Editor's note: The following summary represents state and utility stances after the Supreme Court stayed the Clean Power Plan in February 2016.
Neither a spokesman for Missouri Gov. Jay Nixon (D) nor the Department of Natural Resources responded to questions about how the state will respond to the Supreme Court’s stay of the U.S. EPA Clean Power Plan on Feb. 9.
Missouri lawmakers introduced but did not move forward on legislation that would require the department to cease work until the stay is lifted.
Missouri was among 27 states that filed lawsuits challenging the rule.
Democratic Attorney General Chris Koster has claimed the rule would cost the state's energy producers more than $6 billion. Shortly after the stay, he said Missouri has a competitive advantage in enjoying low energy costs while developing low- and zero-carbon power on "a more reasonable timeline."
“Renewable energy is a vital piece of our state’s energy portfolio,” Koster said in a press release. “It is essential, however, that we achieve this goal in an economically responsible way that makes sense for Missouri.”
Other key Missouri Democrats, including Nixon and Sen. Claire McCaskill (D), have been silent on the Clean Power Plan while Republicans, coal producers and the state's largest utility warned of dire consequences.
Republican Sen. Roy Blunt, who met with members of Missouri electric cooperatives in August, continues to warn that the regulations will boost utility bills and harm middle- and low-income families. St. Louis-based Peabody Energy Corp., the biggest U.S. coal producer, said the plan will "punish" families and businesses with higher energy costs and damage reliability.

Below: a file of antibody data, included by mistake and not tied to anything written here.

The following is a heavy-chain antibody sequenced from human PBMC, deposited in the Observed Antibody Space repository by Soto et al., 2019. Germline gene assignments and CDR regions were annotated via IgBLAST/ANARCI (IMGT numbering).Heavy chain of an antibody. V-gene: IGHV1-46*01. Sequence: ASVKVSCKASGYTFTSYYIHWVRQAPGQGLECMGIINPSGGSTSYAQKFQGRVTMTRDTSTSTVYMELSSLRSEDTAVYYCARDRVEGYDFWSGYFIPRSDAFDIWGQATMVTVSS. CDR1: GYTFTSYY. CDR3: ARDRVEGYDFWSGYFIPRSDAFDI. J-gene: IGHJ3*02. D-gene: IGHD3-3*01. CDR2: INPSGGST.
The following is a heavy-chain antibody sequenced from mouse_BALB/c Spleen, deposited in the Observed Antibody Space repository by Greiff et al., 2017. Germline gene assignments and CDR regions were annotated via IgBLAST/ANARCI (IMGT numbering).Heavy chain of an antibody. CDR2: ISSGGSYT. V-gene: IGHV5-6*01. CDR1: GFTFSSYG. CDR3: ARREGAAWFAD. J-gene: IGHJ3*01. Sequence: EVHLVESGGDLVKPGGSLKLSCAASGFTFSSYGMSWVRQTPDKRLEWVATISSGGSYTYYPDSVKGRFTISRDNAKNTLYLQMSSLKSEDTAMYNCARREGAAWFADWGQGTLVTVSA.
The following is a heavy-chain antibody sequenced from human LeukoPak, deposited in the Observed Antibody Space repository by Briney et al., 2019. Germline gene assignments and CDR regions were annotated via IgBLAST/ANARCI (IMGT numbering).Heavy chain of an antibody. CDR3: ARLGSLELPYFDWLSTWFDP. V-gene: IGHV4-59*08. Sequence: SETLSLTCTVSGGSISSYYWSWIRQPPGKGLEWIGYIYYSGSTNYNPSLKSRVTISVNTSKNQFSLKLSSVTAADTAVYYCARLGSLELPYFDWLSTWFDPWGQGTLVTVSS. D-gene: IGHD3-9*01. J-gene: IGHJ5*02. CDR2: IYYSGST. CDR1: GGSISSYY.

The Show-Me State burns coal for more than 80 percent of its electricity, and the state's carbon reduction goal under the final rule is much tougher than in the draft proposal.
Missouri must reduce its power-sector carbon emissions rate to 1,272 pounds of CO2 per megawatt-hour of power produced, much stiffer than the 1,544 pounds CO2/MWh level in the draft rule.
Missouri utilities have already begun retiring some of the state's coal fleet. But Ameren Corp. said the more stringent reductions in the final Clean Power Plan could upset its strategy to transition to cleaner energy sources.
Last updated on June 2, 2016 at 2:47 PM